life is not a significant hit to take. When you drain them down to ten and sacrifice your board, pointing all the triggers at that player, well, there’s a
lot of incentive for them to play ball. Plus, it plays well with the primary card in the next section…
One of the things I like about bringing the angels into the mix is that several of them are tied to emotional responses, and they tend to highlight the
wide variety of personal reactions we can have towards death. Some people face death with serenity, having lived a good life, knowing through faith that
there is something on the other side. Other people face it with despair, since the idea of our consciousness just ceasing to be can be absolutely
horrifying to face without the comfort of a magical eternal life. But for some people, usually those in great pain, death is something to be happy for.
That’s why Athreos isn’t evil; death isn’t evil. Death is a part of the cycle of life, and without it things lose some of their meaning.
Sorry to get heavy on y’all there. The point is, Angel of Jubilation is a good fit for the deck thematically, and it’s amazing mechanically. Angel of
Jubilation means Athreos always triggers in your favor, and it turns Killing Wave into a two-mana wrath. It also pumps the spirit tokens you get from
Teysa, Orzhov Scion and Lingering Souls, as well as many of your other angels. It’s a great card, and I’m glad to find room for it.
Cemetery Reaper is a little more borderline, but it’s graveyard control, and it generates tokens with a somewhat relevant creature type, so I think it’s
worth trying out. It’s certainly more on theme than Ogre Slumlord, which may give you a ton of tokens when you wrath, but they’re rat tokens, off theme and
not particularly powerful. Cartel Aristocrat just seemed weak as a pure sacrifice outlet, since a 2/2 with protection from the relevant colors isn’t
particularly strong on its own. I don’t love the extort creatures, as I mentioned above, and Sin Collector seems a lot less useful of a hand disruption
card than Corpse Traders, which I left in. And then there’s Divinity of Pride. I guess I can close my eyes and imagine it being in the deck on a flavor
level, but it’s a pure Baneslayer Angel. If you’re ahead, it’s an 8/8 with flying and lifelink, but it’s a lot less effective when you’re behind. Taking it
out gives us room for some more interesting options, and I don’t think you’re going to miss it all too much when it’s gone.
Which brings us to the updated list:
- 1 Ink-Eyes, Servant of Oni
- 1 Avatar of Woe
- 1 Hell's Caretaker
- 1 Nezumi Graverobber
- 1 Doomed Necromancer
- 1 Graveborn Muse
- 1 Reya Dawnbringer
- 1 Angel of Despair
- 1 Teysa, Orzhov Scion
- 1 Adarkar Valkyrie
- 1 Twilight Shepherd
- 1 Archon of Justice
- 1 Cemetery Reaper
- 1 Viscera Seer
- 1 Grave Titan
- 1 Geth, Lord of the Vault
- 1 Sunblast Angel
- 1 Massacre Wurm
- 1 Elesh Norn, Grand Cenobite
- 1 Rune-Scarred Demon
- 1 Reaper from the Abyss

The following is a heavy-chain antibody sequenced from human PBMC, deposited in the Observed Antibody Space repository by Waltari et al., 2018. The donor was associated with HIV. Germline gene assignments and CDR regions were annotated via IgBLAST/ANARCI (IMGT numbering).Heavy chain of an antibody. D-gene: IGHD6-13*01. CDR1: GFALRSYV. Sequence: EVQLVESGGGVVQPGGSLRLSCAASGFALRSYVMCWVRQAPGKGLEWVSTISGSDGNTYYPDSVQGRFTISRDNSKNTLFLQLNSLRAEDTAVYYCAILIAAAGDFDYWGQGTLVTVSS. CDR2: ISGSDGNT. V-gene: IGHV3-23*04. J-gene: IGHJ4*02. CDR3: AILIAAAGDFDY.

- 1 Angel of Jubilation
- 1 Harvester of Souls
- 1 Corpse Traders
- 1 Odric, Master Tactician
- 1 Angel of Serenity
- 1 Treasury Thrull
- 1 Crypt Ghast
- 1 Sepulchral Primordial
- 1 Pontiff of Blight
- 1 Shadowborn Demon
- 1 Gray Merchant of Asphodel
- 1 Erebos, God of the Dead
- 1 Ashen Rider
- 1 Champion of Stray Souls
- 1 Wrath of God
- 1 Reanimate
- 1 Sol Ring
- 1 Necromancy
- 1 Victimize
- 1 Debtors' Knell
- 1 Orzhov Signet
- 1 Dread Return
- 1 Damnation
- 1 Austere Command
- 1 Profane Command
- 1 Cauldron of Souls
- 1 Day of Judgment
- 1 Elixir of Immortality
- 1 Caged Sun
- 1 Life's Finale
- 1 Unburial Rites
- 1 Lingering Souls
- 1 Killing Wave
- 1 Underworld Connections
- 1 Blind Obedience
- 1 Orzhov Keyrune
- 1 Orzhov Cluestone
- 1 Dark Prophecy
- 1 Whip of Erebos
- 1 Dictate of Erebos
As you can see, the creature count went up and the spell count went down. This seems right in a deck built around a commander who triggers upon the deaths
of your non-token creatures.
Financially, I managed to keep the changes relatively low this time around. I considered some cards like Deathbringer Liege that I ended up dismissing over
the cost… that card is not enough on theme to be worth $15, even though it is a ton of fun to play with. Other cards to consider would be Kukosho, the
Evening Star, and Hero’s Downfall, but again there’s an issue of straying a little off theme.
The total ended up being $67.48, although with a few of the cards their low prices means it’s a perfect opportunity to foil some things out. For example,
there’s a sweet game day full art foil for Killing Wave that is dirt-cheap… at least for a foil Magic card. Here’s the full list:
You gave me a lot to work with, and I hope you appreciate the direction I took things this week. I understand that a lot of people may be horrified by some
of the cuts I made, but my philosophy is that the design space for a Commander deck is huge, and it seems like it would be a shame to just play around with
the same 500 cards in every deck. Play some weird cards; it’s fun and people will appreciate seeing something new!